What's the Sierra Club Been Up to Lately?

Alerts, campaign updates, and victories from Sierra Club volunteers and staff

By Lindsey Botts

December 18, 2023

montage of Sierra Club signs: Environmental Justice, because everyone deserves a clean environment; Keep the Frack Out of My Water; Sierra Club for Gender Equity; No Drilling Where We're Living; People's Climate March; Protect Our Communities.

A roundup of important news and updates from Sierra Club campaigns and chapters across the country.


By the Numbers

3: The number of the toxic red dye used in food manufacturing (including pink and purple marshmallow Peeps) that was banned by the state of California.

40: Countries that have declared a climate emergency in response to the growing intensity and frequency of human-driven disasters.

34: Billions of dollars that US insurers had to pay out during the first half of 2023 as a result of severe thunderstorms, a record number for that time period.

21: The number of species that the US Fish and Wildlife Service declared extinct this past fall. Most were birds and mussels for which protection came too late.

70: The percentage of Americans who think the US should ramp up renewable energy, according to a survey done by the League of Conservation Voters.


Happy Birthday, ESA
As the Endangered Species Act marks its 50th year, we need President Biden to ensure that we have even stronger biodiversity and endangered species protections for the next 50 years. Send a message asking him to enact a whole-of-government approach and to support full funding of the ESA.
» Take action: sc.org/fund-esa

Rein In Methane
Methane has 80 times the planet-warming power of carbon dioxide in a 20-year time frame. New regulations on the gas—like required leak prevention and emissions monitoring—are crucial. But the Environmental Protection Agency has yet to finalize the new methane rules called for earlier this year by more than 400,000 people. Tell the EPA to implement the rules and protect our climate.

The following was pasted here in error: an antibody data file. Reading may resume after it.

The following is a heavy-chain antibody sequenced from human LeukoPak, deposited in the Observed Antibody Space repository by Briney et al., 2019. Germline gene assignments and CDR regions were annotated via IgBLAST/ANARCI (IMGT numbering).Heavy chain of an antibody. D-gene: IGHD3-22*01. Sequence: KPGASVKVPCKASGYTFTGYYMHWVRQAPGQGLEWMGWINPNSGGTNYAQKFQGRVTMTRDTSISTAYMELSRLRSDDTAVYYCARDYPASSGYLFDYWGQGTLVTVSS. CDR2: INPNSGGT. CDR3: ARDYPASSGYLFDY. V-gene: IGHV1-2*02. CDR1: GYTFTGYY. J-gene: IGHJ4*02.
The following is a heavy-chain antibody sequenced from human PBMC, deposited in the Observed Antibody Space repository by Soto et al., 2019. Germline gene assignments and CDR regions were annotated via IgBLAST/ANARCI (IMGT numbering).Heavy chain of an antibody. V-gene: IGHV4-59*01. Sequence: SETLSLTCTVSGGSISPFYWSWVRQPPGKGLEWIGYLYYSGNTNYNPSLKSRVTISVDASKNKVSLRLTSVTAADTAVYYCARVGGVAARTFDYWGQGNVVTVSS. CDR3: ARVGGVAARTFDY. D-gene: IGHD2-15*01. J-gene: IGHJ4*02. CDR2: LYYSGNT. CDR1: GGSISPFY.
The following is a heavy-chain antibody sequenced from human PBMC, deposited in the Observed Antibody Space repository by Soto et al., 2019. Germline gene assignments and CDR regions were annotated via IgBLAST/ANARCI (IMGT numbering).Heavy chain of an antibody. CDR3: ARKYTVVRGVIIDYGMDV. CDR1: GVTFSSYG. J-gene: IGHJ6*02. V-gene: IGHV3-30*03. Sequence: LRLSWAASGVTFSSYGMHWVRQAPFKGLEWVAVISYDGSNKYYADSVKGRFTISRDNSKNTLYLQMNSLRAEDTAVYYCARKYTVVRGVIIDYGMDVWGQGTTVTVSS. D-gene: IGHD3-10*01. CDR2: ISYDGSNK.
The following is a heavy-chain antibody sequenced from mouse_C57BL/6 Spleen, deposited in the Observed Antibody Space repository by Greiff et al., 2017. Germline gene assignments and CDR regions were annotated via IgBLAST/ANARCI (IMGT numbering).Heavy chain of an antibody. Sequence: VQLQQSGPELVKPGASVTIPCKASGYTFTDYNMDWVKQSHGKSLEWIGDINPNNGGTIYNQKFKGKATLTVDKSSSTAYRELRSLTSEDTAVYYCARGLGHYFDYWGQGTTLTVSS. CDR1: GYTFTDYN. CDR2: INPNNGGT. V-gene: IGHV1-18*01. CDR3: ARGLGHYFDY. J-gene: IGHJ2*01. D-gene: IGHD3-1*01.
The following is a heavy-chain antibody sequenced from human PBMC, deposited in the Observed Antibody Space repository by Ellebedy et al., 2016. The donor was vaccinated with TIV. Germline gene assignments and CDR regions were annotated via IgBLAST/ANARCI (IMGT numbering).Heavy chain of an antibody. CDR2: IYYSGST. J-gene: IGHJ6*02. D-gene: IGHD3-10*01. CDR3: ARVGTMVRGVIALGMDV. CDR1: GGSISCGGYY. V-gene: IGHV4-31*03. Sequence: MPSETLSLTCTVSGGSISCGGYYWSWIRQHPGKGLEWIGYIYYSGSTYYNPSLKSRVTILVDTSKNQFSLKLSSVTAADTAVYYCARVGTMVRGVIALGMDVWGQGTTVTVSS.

» Take action: sc.org/methane-safeguards


Arctic Oil Canceled
The Biden administration took a step in the right direction when it canceled Trump's oil and gas leases in the Arctic National Wildlife Refuge, but more lease sales are mandated in 2024. Tell the Bureau of Land Management that it must prioritize the protection of wildlife and subsistence practices.
» Take action: sc.org/no-arctic-oil

Good Neighbors Rule
The EPA has proposed a "Good Neighbor" rule, which forbids states with coal-burning power plants and other industrial sources from polluting neighboring states downwind. Sierra Club supporters wrote nearly 12,000 comments in support of a strong rule. Last summer, industry groups sued to prevent the standard from going into effect, but the US Court of Appeals for the DC Circuit blocked the attempt.

Cash In on EVs
Starting in January 2024, tax credits for new and used EVs will be available at the point of sale. At present, consumers have to wait until they file their taxes to get the credits, but next year buyers will get a $7,500 rebate for new electric vehicles and $4,000 for used ones, available at any dealership participating in the Internal Revenue Service's Home Energy Tax Credits program.

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Check It Out

The Sierra Club's 2023 National Awards went to 33 individuals and groups for outstanding environmental work. Among them were Representative Pramila Jayapal, for her work on environmental justice; the Idaho Chapter, for its commitment to equity and inclusion; and Climate TRACE, for developing technology that tracks greenhouse gases.